You have 30 minutes to do a task. Really, just 30 minutes. Because in 31 minutes you have a presentation that you have no slides for.
20 minutes into the task, you realize you have been fiddling with a diagram on slide 2. You rush to finish the last bit of slides, showing up 10 minutes late.
What is the general problem?
Sometimes we need to be able to effectively timebox on a task. But this does not always mean extreme timeboxing. Sometimes we have plenty of time, but do not use it effectively.
- If we don’t limit time we spent on task, we might overdo it. E.g., Parkinson’s law, work expands so as to fill the time available for its completion.
- We get distracted. Timeboxing helps us stay on task.
- We underestimate how much time something really takes. Timeboxing causes us to reflect on and re-evaluate our approach and goals.
As a new professor, I found I often only had 30 minutes to do most tasks. To help focus, I started listening to a 30 music playlist that was just long enough to help me focus on short timeboxed tasks. Just like exercise/running playlists, I could use the 6 songs in my playlist to set my rhythm and pace of task.
However, a year of listening to the same exact set of songs became maddening.
Music is great because it is an ambient signal you can monitoring without adjusting your attention. Do we have an alternative ambient signal?
Like music, light (color) is an excellent source of information that the brain can process in the background. A more structured signal, like a clock or count down timer (24:13 minutes) requires our eyes to first shift focus to the location of the information, and then perform a further mental calculation to reason about the time you’ve spent on a task. All that extra thinking can be disruptive of our work.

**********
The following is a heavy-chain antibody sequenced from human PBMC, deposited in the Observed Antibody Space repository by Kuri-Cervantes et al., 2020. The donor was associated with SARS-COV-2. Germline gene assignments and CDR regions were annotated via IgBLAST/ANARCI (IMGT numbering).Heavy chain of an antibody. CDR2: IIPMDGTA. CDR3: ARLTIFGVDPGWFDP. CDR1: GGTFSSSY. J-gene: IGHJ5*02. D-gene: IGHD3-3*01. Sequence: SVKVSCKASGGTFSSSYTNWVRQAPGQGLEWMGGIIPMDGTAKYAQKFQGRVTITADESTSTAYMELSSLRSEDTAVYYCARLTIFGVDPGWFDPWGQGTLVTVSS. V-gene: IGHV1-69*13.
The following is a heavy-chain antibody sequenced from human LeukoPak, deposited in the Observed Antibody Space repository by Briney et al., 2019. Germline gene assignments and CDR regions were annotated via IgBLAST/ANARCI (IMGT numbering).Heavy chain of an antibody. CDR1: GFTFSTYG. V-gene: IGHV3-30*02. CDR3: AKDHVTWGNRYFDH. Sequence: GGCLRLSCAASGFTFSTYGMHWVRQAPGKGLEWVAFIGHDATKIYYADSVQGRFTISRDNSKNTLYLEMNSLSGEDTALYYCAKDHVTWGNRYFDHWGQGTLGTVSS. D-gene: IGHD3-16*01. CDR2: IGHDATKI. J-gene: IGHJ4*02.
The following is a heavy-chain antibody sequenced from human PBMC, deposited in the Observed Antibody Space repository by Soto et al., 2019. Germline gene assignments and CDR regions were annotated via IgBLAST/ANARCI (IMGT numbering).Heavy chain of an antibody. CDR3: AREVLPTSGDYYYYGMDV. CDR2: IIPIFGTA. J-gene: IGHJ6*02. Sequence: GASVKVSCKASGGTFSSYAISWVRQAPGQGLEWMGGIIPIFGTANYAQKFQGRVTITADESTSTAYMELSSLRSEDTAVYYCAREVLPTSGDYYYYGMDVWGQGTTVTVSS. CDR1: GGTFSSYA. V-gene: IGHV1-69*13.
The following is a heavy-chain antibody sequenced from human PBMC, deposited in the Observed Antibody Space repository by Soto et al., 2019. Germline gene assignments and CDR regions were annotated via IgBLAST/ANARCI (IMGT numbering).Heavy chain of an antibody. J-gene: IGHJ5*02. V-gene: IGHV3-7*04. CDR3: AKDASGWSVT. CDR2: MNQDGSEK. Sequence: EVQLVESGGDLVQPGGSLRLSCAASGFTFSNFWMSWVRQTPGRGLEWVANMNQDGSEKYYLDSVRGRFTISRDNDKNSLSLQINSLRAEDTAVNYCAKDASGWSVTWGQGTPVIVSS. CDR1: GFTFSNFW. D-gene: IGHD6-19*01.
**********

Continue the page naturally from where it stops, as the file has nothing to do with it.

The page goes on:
We use a stoplight: green-yellow-red light metaphor to help set the rhythm of a task.
We built a Task Lights tool, which uses a light indicator, such as the Blink1, to help stay focused on a task and while keeping aware of how much time you have left. For example, you have 30 minutes, the light will start out as green for the first 10 minutes, then yellow for another 10 minutes, and red for the last 10 minutes. A brief blue/red flash will then occur for 5 seconds to let you know the time has ended.
Simply having the light on is a strong and constant environmental cue that you have a task that you need to complete. The color helps you be aware of your state: (getting started, need to really work, ok — wrap it up time is almost done). Fun trick, try reading this text and while tracking the color of the light in the picture above. Now, try reading the time on your computer screen.
Using Task Lights
Here are some examples of using the tool.
This will start a 25 minute pomodoro timer and play a tick-toc sound.
node blink.js -p -t
Use a pulsing light style indicator for a task that will be timeboxed for 15 minutes.
node blink.js — linear — length 15
Use a solid light style indicator for a task that will be timeboxed for 45 minutes.
node blink.js — solid — length 45
I have been using task lights for over a year. It is also one of the few research tools I actually use myself.
It has simply changed the way I work.
We have a lot of ideas on how to improve this tool and how to research the effects of timeboxing. Please tell us any ideas you have or if you want to try out task lights yourself!